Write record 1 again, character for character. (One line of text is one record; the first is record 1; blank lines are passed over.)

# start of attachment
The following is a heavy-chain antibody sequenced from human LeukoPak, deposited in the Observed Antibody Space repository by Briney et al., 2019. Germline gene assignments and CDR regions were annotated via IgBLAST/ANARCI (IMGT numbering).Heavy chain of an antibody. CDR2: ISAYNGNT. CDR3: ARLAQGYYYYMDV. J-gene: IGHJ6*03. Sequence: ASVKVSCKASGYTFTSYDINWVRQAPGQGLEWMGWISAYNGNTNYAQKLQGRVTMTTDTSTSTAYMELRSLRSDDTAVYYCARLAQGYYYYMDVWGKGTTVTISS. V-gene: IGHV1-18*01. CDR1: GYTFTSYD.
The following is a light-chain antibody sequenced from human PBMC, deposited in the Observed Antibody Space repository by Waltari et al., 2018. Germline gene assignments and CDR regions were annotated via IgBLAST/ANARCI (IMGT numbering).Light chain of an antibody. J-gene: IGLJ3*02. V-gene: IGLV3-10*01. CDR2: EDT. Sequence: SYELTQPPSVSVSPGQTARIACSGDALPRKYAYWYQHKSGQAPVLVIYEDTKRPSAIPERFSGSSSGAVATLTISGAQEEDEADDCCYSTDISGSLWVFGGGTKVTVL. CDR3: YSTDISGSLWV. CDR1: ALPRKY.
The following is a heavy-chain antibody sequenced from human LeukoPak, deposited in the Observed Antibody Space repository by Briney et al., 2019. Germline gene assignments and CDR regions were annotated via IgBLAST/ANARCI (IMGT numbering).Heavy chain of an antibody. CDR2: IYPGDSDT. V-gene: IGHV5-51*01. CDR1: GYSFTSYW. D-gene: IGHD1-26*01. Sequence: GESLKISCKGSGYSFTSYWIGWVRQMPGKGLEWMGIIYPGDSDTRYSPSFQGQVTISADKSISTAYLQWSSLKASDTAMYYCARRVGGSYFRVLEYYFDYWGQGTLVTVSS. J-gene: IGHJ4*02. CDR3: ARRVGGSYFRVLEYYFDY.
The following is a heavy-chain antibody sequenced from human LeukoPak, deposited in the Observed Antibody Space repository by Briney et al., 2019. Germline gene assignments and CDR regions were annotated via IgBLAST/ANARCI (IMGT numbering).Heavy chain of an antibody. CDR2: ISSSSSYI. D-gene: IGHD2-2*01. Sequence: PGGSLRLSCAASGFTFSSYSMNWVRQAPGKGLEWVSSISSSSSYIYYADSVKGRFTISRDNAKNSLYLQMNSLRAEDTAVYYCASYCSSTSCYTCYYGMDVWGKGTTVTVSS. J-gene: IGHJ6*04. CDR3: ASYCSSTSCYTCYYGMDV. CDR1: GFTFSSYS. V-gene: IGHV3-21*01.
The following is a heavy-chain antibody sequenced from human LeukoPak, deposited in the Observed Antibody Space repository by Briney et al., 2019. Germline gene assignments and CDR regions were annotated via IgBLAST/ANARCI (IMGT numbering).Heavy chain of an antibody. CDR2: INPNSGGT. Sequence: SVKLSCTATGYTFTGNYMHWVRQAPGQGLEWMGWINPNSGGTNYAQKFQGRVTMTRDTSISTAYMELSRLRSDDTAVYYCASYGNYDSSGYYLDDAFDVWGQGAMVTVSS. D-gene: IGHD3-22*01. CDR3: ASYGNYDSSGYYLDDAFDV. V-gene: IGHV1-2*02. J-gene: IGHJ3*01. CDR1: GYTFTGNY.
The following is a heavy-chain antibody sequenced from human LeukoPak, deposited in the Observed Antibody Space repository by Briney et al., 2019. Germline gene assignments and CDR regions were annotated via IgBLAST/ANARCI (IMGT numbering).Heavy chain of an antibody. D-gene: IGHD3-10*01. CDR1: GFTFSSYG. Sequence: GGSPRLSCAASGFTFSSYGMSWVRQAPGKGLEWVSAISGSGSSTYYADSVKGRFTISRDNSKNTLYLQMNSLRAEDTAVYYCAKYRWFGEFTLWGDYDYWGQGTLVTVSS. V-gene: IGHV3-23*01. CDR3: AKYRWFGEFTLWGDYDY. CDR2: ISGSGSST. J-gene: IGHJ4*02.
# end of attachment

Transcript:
The following is a heavy-chain antibody sequenced from human LeukoPak, deposited in the Observed Antibody Space repository by Briney et al., 2019. Germline gene assignments and CDR regions were annotated via IgBLAST/ANARCI (IMGT numbering).Heavy chain of an antibody. CDR2: ISAYNGNT. CDR3: ARLAQGYYYYMDV. J-gene: IGHJ6*03. Sequence: ASVKVSCKASGYTFTSYDINWVRQAPGQGLEWMGWISAYNGNTNYAQKLQGRVTMTTDTSTSTAYMELRSLRSDDTAVYYCARLAQGYYYYMDVWGKGTTVTISS. V-gene: IGHV1-18*01. CDR1: GYTFTSYD.